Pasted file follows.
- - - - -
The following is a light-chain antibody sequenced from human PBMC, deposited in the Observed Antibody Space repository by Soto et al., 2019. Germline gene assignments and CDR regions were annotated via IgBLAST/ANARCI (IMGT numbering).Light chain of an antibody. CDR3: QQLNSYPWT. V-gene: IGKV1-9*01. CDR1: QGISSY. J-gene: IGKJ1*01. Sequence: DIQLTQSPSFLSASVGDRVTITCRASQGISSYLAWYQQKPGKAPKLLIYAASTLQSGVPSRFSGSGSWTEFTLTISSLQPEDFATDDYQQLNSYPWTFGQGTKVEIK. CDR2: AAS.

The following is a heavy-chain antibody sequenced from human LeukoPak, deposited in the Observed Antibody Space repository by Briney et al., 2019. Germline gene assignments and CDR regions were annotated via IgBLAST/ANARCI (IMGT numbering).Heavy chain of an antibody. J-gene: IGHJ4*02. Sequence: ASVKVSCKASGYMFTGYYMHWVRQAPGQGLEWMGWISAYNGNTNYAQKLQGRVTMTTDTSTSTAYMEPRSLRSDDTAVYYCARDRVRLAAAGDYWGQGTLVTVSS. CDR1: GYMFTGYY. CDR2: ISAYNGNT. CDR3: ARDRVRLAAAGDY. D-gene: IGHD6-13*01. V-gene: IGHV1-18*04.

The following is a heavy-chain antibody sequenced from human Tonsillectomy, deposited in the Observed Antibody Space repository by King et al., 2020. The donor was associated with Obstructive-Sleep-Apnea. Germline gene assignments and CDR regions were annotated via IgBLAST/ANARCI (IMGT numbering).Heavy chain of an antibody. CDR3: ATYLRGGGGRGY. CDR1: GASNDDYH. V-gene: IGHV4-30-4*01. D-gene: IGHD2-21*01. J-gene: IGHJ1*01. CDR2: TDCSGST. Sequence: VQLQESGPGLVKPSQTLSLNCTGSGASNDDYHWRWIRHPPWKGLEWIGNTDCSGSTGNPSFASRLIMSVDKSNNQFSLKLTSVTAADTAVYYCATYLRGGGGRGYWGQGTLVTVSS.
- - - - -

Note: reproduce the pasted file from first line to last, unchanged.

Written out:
The following is a light-chain antibody sequenced from human PBMC, deposited in the Observed Antibody Space repository by Soto et al., 2019. Germline gene assignments and CDR regions were annotated via IgBLAST/ANARCI (IMGT numbering).Light chain of an antibody. CDR3: QQLNSYPWT. V-gene: IGKV1-9*01. CDR1: QGISSY. J-gene: IGKJ1*01. Sequence: DIQLTQSPSFLSASVGDRVTITCRASQGISSYLAWYQQKPGKAPKLLIYAASTLQSGVPSRFSGSGSWTEFTLTISSLQPEDFATDDYQQLNSYPWTFGQGTKVEIK. CDR2: AAS.

The following is a heavy-chain antibody sequenced from human LeukoPak, deposited in the Observed Antibody Space repository by Briney et al., 2019. Germline gene assignments and CDR regions were annotated via IgBLAST/ANARCI (IMGT numbering).Heavy chain of an antibody. J-gene: IGHJ4*02. Sequence: ASVKVSCKASGYMFTGYYMHWVRQAPGQGLEWMGWISAYNGNTNYAQKLQGRVTMTTDTSTSTAYMEPRSLRSDDTAVYYCARDRVRLAAAGDYWGQGTLVTVSS. CDR1: GYMFTGYY. CDR2: ISAYNGNT. CDR3: ARDRVRLAAAGDY. D-gene: IGHD6-13*01. V-gene: IGHV1-18*04.

The following is a heavy-chain antibody sequenced from human Tonsillectomy, deposited in the Observed Antibody Space repository by King et al., 2020. The donor was associated with Obstructive-Sleep-Apnea. Germline gene assignments and CDR regions were annotated via IgBLAST/ANARCI (IMGT numbering).Heavy chain of an antibody. CDR3: ATYLRGGGGRGY. CDR1: GASNDDYH. V-gene: IGHV4-30-4*01. D-gene: IGHD2-21*01. J-gene: IGHJ1*01. CDR2: TDCSGST. Sequence: VQLQESGPGLVKPSQTLSLNCTGSGASNDDYHWRWIRHPPWKGLEWIGNTDCSGSTGNPSFASRLIMSVDKSNNQFSLKLTSVTAADTAVYYCATYLRGGGGRGYWGQGTLVTVSS.